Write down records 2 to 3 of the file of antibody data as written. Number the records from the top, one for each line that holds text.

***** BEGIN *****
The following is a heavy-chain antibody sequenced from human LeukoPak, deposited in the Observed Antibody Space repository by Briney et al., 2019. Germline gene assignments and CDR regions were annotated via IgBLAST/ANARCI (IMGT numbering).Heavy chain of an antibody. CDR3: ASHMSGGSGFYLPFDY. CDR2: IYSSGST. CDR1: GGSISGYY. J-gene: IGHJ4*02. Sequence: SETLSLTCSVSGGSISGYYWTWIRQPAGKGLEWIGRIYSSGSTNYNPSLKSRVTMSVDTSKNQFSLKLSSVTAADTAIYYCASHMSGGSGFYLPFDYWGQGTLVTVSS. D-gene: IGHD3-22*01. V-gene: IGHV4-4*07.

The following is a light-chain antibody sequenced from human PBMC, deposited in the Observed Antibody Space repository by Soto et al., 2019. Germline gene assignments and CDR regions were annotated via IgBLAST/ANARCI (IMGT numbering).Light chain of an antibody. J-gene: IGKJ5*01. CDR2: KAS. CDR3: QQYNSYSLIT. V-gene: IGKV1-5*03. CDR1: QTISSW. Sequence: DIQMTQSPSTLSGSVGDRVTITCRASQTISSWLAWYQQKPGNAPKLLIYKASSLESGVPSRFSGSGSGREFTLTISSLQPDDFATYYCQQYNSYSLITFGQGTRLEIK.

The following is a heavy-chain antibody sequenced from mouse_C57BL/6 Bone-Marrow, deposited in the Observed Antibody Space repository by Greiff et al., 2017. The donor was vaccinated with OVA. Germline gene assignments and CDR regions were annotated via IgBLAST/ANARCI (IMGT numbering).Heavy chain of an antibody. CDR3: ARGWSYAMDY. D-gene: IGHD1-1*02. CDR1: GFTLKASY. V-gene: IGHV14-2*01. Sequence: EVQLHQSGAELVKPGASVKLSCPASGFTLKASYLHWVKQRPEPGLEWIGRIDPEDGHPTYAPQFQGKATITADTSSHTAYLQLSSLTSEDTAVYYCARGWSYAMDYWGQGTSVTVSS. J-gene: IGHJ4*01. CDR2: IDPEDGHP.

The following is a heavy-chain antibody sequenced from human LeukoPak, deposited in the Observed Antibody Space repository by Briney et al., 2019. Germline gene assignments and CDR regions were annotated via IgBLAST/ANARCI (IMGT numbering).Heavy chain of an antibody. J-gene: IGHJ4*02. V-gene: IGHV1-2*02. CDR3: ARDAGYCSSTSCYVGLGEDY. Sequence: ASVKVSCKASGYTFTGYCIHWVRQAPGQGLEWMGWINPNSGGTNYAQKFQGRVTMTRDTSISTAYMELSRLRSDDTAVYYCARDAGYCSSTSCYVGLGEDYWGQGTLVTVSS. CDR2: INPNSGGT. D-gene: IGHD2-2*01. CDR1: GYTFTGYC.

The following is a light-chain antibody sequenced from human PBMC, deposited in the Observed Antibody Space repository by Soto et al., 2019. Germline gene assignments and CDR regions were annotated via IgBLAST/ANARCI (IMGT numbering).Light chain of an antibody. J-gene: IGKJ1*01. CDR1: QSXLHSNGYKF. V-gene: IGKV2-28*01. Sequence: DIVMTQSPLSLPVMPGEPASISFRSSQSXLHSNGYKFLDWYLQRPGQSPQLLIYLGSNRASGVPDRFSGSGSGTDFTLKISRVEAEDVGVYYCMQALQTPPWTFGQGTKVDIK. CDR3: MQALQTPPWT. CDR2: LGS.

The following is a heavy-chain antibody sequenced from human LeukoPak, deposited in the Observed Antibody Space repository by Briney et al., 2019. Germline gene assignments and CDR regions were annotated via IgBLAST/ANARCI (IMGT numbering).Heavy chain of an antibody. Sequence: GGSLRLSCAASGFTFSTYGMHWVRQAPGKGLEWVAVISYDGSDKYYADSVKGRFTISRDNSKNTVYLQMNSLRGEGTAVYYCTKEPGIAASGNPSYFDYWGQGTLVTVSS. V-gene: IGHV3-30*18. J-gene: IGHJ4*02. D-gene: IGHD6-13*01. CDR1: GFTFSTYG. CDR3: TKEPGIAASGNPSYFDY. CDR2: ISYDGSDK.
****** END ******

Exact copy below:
The following is a light-chain antibody sequenced from human PBMC, deposited in the Observed Antibody Space repository by Soto et al., 2019. Germline gene assignments and CDR regions were annotated via IgBLAST/ANARCI (IMGT numbering).Light chain of an antibody. J-gene: IGKJ5*01. CDR2: KAS. CDR3: QQYNSYSLIT. V-gene: IGKV1-5*03. CDR1: QTISSW. Sequence: DIQMTQSPSTLSGSVGDRVTITCRASQTISSWLAWYQQKPGNAPKLLIYKASSLESGVPSRFSGSGSGREFTLTISSLQPDDFATYYCQQYNSYSLITFGQGTRLEIK.

The following is a heavy-chain antibody sequenced from mouse_C57BL/6 Bone-Marrow, deposited in the Observed Antibody Space repository by Greiff et al., 2017. The donor was vaccinated with OVA. Germline gene assignments and CDR regions were annotated via IgBLAST/ANARCI (IMGT numbering).Heavy chain of an antibody. CDR3: ARGWSYAMDY. D-gene: IGHD1-1*02. CDR1: GFTLKASY. V-gene: IGHV14-2*01. Sequence: EVQLHQSGAELVKPGASVKLSCPASGFTLKASYLHWVKQRPEPGLEWIGRIDPEDGHPTYAPQFQGKATITADTSSHTAYLQLSSLTSEDTAVYYCARGWSYAMDYWGQGTSVTVSS. J-gene: IGHJ4*01. CDR2: IDPEDGHP.